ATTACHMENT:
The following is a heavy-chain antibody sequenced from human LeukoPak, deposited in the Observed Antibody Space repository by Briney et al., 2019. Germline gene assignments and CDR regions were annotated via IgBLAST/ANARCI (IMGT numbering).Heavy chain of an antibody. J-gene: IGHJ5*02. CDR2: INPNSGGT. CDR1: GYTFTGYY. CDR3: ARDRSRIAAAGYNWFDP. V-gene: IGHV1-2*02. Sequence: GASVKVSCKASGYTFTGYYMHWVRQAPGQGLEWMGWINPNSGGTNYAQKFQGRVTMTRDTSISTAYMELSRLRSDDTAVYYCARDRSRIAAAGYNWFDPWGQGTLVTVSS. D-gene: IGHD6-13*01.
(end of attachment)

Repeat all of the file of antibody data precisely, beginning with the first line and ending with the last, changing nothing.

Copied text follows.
The following is a heavy-chain antibody sequenced from human LeukoPak, deposited in the Observed Antibody Space repository by Briney et al., 2019. Germline gene assignments and CDR regions were annotated via IgBLAST/ANARCI (IMGT numbering).Heavy chain of an antibody. J-gene: IGHJ5*02. CDR2: INPNSGGT. CDR1: GYTFTGYY. CDR3: ARDRSRIAAAGYNWFDP. V-gene: IGHV1-2*02. Sequence: GASVKVSCKASGYTFTGYYMHWVRQAPGQGLEWMGWINPNSGGTNYAQKFQGRVTMTRDTSISTAYMELSRLRSDDTAVYYCARDRSRIAAAGYNWFDPWGQGTLVTVSS. D-gene: IGHD6-13*01.